On the other hand, imaging early will identify dogs at risk for the development of a macrotumor. For example, a dog with a small tumor (less than 4 mm in diameter) at the time of Cushing's diagnosis is unlikely to live long enough for that tumor to quadruple in size to a tumor large enough to warrant attention. A dog with a larger tumor (say, 8 mm in diameter) could easily have a tumor of significant size in a year or two and such a patient should be re-imaged in 12 to 16 months to re-evaluate the tumor size. A tumor 10 mm in diameter at the time of the diagnosis of Cushing's disease is probably large enough to warrant radiotherapy right off the bat even if no signs are yet seen. If this last patient is not imaged at the beginning, it is likely that the tumor will not be treatable when it is big enough to create more obvious symptoms.
A dog with an initial tumor size greater than 10 mm in diameter has a 66% chance of developing clinical signs directly attributable to the macrotumor.
Results of a Recent Study
(Theon, A.P. and Feldman E.C. Megavoltage irradiation of pituitary macrotumors in dogs with neurologic signs. Journal of the American Veterinary Medical Association, Vol 213, No 2, July 15, 1998.)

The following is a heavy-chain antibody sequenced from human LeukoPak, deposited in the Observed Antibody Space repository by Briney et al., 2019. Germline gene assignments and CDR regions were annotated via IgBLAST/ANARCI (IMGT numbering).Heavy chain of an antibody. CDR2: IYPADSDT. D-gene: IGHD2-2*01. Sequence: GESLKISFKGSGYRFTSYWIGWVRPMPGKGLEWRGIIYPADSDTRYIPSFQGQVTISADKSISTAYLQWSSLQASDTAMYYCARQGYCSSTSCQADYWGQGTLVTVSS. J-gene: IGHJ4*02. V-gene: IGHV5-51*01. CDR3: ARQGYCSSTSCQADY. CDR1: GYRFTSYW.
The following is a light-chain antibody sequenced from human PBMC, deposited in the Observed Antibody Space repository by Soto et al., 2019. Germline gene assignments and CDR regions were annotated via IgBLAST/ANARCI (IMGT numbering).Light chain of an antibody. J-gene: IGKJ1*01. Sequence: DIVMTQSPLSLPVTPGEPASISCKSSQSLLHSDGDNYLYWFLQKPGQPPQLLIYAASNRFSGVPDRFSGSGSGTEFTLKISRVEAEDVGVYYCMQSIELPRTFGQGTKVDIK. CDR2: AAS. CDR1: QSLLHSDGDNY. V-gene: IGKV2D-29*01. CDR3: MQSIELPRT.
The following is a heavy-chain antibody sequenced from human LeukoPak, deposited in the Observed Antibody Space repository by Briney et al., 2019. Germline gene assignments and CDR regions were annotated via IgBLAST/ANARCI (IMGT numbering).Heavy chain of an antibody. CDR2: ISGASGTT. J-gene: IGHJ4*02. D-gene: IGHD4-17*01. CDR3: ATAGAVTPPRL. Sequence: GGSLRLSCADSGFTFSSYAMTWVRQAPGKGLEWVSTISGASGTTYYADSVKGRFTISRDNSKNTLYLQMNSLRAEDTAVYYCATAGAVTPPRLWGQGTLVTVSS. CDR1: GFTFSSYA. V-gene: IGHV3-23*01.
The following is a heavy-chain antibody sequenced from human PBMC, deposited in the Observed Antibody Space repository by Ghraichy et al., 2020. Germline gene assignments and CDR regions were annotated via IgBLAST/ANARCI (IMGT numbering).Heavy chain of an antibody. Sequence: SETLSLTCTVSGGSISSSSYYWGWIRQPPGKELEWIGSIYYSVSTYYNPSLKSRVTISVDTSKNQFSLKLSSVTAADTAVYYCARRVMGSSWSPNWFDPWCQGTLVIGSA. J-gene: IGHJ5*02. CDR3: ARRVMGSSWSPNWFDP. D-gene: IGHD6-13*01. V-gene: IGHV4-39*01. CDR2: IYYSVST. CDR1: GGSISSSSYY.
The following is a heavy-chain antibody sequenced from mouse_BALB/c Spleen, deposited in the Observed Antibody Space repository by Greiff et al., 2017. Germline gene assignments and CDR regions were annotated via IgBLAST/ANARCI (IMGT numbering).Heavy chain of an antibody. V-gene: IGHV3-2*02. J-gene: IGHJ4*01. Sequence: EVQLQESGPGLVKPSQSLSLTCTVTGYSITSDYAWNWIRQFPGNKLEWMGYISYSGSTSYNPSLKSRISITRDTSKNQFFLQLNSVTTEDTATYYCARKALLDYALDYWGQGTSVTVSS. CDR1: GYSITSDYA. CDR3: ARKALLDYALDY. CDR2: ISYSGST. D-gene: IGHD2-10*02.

Overall survival was increased in macrotumor patients with radiotherapy. The average survival time was approximately 5 months from the time neurologic problems had started (patients without neurologic problems were not included in this study). Out of 24 dogs in the study, 7 survived longer than one year from the time of tumor diagnosis. If neurologic problems were categorized as “severe” (i.e., there was a compromised ability to walk), survival time was not improved by radiotherapy. Milder neurologic deficits were associated with longer survival.
In this study, both dogs with ACTH secreting tumors (the kind that cause Cushing’s disease) and pituitary tumors that were hormonally inactive (the kind that do not cause Cushing’s disease) were studied. The dogs with ACTH secreting tumors had better responses to radiotherapy than those with inactive tumors; however, in these patients, radiotherapy yielded a better chance of resolving neurologic problems than it did in resolving the symptoms of Cushing’s disease.